Let me introduce you to the blog circle of wonderful women I’ll be linking up with this year. I took a trip to Venice with some of these talented girls in the autumn; there are still more who I’ve only met online. We live in different parts of the UK, Europe and worldwide (hence the ‘Ineffable Wanderlust’). All of us are passionate and experienced photographers – for some it’s our job; for others, another string to their busy bow. But I know you’ll enjoy seeing different parts of the world through their eyes, and you might get to know me a bit better through seeing my locality, loves and life.
We wanted to give our creativity a bit of a kick with a challenge based on evocative, unusual words. This month’s theme was roughly (and speaking for myself, really very loosely) based around Light and the word chosen was Luminescence. Goodness me, I need the light at this time of year. The meaning of Luminescence is slightly different, given that it’s the sort of light given off by a chemical reaction or an organism, so I hope you’ll forgive me for the liberties I’ve taken with the theme! Battling the old winter viruses meant that I didn’t get out and about in the really beautiful cold weather as much as I’d planned. Here goes – you’ll find a link to visit the next photographer’s set of images at the end of the post, and follow it on from there. It’s a bit like a non-dodgy, rather lovely chain letter!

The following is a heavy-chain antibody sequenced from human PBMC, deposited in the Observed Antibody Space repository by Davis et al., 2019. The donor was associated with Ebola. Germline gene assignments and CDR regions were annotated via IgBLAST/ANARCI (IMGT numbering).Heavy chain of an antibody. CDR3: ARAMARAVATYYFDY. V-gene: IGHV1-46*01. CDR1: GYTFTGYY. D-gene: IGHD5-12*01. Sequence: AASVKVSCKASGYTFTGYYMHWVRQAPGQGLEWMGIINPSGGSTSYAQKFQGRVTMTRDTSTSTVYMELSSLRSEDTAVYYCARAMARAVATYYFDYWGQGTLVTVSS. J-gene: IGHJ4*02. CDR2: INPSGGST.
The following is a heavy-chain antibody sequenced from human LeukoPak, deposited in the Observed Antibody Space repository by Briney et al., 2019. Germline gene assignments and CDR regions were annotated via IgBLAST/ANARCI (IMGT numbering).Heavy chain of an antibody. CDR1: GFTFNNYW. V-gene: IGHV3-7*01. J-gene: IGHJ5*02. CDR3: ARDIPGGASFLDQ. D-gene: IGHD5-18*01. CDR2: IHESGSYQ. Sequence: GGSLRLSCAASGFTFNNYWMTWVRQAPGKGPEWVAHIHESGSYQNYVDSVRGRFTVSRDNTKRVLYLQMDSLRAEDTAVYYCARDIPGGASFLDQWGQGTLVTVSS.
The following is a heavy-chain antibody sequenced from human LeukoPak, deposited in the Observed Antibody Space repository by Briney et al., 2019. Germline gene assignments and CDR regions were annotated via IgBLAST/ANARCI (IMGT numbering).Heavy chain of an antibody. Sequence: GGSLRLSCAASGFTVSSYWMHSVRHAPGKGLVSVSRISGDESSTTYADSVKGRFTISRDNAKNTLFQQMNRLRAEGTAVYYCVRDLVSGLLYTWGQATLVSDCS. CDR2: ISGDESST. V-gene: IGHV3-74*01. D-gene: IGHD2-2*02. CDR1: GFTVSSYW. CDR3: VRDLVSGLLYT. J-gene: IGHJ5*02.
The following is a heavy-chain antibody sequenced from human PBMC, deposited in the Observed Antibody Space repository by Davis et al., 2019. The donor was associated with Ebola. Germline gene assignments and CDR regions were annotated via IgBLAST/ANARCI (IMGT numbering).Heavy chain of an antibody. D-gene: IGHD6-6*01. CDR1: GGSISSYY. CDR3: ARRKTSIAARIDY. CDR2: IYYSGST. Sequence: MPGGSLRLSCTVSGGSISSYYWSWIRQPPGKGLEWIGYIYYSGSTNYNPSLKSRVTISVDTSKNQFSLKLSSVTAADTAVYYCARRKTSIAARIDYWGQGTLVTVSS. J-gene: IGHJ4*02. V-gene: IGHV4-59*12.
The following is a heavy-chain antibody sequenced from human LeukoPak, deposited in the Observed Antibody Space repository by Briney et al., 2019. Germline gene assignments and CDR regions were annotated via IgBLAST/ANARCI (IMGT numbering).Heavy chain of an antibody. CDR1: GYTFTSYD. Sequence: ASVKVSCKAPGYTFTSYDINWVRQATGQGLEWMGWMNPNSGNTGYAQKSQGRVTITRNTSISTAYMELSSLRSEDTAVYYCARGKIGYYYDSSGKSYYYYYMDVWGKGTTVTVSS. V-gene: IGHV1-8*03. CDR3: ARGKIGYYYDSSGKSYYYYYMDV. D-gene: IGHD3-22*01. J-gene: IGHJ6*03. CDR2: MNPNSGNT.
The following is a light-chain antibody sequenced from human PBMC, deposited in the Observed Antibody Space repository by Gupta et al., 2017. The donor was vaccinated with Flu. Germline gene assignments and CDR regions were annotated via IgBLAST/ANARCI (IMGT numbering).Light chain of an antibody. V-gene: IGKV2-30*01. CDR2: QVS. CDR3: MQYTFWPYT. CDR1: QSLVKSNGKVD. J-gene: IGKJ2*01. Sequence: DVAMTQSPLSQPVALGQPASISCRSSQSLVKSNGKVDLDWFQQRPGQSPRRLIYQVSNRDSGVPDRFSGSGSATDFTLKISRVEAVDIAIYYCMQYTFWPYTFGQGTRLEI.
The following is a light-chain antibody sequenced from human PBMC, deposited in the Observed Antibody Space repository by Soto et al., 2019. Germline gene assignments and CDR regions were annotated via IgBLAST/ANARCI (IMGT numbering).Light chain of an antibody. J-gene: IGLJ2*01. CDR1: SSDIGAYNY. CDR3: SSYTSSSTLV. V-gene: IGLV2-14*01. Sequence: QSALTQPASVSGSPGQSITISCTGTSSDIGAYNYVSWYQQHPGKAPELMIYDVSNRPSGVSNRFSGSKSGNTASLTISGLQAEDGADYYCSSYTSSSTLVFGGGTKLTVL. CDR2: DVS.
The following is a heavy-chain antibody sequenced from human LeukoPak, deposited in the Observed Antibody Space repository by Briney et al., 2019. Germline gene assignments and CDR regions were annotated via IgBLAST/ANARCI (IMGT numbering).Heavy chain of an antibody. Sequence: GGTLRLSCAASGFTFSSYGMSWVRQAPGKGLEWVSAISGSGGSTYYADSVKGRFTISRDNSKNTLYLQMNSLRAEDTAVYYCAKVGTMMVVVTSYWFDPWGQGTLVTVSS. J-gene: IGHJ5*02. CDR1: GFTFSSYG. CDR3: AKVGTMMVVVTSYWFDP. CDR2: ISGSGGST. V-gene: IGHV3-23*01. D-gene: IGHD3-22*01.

WINTER. It has been so cold that you can see your breath, but brightly coloured leaves glowing with a hoar-frost-outline more than made up for it.
More glow – icy beads tracing the outlines like a spotlight. I hope the spider found a warm place to hide…